Is it safe to confess here? This year, I have to admit that in the grand scheme of things, there weren’t a lot of machines that really grabbed me like in years past at SEMA. There were good builds, I’m not saying there weren’t. There were beautiful cars. There were some off-the-wall “WTF?!” builds that were awesome, and some that defied time and era. On the other side of the coin, there were a lot of brodozers and more brand-new Supras than I expected…and I expected a lot. By Friday, I was working on trying to find some kind of redemption song for the show. I wanted something to make me feel like creativity hadn’t completely stuck to a recipe. And I found my solace with the paint gurus and displays.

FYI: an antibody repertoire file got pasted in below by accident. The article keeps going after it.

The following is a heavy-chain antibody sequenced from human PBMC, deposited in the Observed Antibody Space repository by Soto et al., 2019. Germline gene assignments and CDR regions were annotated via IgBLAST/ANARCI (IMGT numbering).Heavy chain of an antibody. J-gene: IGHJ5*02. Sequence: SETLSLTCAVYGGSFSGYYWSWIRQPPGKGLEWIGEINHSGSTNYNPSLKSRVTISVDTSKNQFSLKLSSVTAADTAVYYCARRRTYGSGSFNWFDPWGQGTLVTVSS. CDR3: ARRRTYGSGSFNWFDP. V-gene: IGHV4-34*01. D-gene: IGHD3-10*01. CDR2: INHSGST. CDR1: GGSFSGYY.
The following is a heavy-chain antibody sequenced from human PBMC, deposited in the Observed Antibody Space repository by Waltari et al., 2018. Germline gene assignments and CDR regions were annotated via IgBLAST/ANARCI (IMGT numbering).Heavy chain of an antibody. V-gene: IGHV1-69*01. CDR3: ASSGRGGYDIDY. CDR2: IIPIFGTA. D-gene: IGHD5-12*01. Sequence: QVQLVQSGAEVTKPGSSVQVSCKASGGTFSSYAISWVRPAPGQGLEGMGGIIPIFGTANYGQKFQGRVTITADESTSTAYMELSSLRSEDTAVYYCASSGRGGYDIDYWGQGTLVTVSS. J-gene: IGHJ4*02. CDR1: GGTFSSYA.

Growing up I went through a lowrider kick, right about my middle-school days. I liked the idea of a 1969 Caprice or Impala laid out on 100-spoke wires, but I really fell in love with the intricate, detailed, flake-heavy paint jobs. Even if you can’t stand a lowrider, you have to admit that the paintwork put into those builds, the real-deal builds, is jaw-droppingly insane, full of color, detail and imagination. I found my painters, on the floor, airbrushing art, raffling off unique pieces, and experimenting with different layers. I spoke with artists about why they chose to work with which candies and how they layered up certain sections on vehicles in the booth. I saw color combinations, stripe layouts, fades, lacework, gradients and more, in bright colors…black and silver? Only as trim lines, friend. The darker orange of the motorcycle here was just one of the many neat shades I fell in love with.